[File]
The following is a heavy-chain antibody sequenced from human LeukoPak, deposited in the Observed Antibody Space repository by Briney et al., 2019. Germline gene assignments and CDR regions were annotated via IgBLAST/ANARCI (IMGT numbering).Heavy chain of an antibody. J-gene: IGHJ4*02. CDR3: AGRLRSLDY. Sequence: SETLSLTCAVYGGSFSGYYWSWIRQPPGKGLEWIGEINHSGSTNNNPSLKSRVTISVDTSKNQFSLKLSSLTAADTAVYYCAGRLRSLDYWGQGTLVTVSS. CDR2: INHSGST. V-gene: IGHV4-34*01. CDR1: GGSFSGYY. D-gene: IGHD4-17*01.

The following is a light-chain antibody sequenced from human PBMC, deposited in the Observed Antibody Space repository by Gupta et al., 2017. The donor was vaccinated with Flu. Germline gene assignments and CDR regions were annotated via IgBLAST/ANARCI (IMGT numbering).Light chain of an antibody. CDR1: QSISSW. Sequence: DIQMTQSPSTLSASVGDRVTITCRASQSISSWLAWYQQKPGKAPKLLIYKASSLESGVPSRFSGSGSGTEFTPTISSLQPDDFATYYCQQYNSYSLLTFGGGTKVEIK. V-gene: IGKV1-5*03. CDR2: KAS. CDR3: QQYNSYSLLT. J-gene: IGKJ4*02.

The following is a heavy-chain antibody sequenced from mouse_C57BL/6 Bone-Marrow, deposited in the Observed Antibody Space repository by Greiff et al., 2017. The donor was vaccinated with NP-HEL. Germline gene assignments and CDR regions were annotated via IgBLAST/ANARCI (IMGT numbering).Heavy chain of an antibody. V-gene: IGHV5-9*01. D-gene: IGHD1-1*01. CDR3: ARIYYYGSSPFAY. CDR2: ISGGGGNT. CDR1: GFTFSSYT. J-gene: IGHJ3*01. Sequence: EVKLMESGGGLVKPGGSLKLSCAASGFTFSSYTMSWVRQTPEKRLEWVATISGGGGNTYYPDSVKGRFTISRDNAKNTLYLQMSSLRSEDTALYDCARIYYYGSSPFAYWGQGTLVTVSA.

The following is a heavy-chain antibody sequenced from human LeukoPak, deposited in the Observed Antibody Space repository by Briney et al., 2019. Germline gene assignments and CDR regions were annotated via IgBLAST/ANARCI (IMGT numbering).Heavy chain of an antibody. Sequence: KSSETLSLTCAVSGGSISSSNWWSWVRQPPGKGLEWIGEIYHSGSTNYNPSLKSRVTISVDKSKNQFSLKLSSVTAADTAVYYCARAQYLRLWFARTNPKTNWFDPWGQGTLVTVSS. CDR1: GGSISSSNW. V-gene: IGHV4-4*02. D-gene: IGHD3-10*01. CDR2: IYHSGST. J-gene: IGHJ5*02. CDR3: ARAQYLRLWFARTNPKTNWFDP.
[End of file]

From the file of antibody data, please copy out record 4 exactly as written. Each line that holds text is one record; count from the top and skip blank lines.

The following is a heavy-chain antibody sequenced from human LeukoPak, deposited in the Observed Antibody Space repository by Briney et al., 2019. Germline gene assignments and CDR regions were annotated via IgBLAST/ANARCI (IMGT numbering).Heavy chain of an antibody. Sequence: KSSETLSLTCAVSGGSISSSNWWSWVRQPPGKGLEWIGEIYHSGSTNYNPSLKSRVTISVDKSKNQFSLKLSSVTAADTAVYYCARAQYLRLWFARTNPKTNWFDPWGQGTLVTVSS. CDR1: GGSISSSNW. V-gene: IGHV4-4*02. D-gene: IGHD3-10*01. CDR2: IYHSGST. J-gene: IGHJ5*02. CDR3: ARAQYLRLWFARTNPKTNWFDP.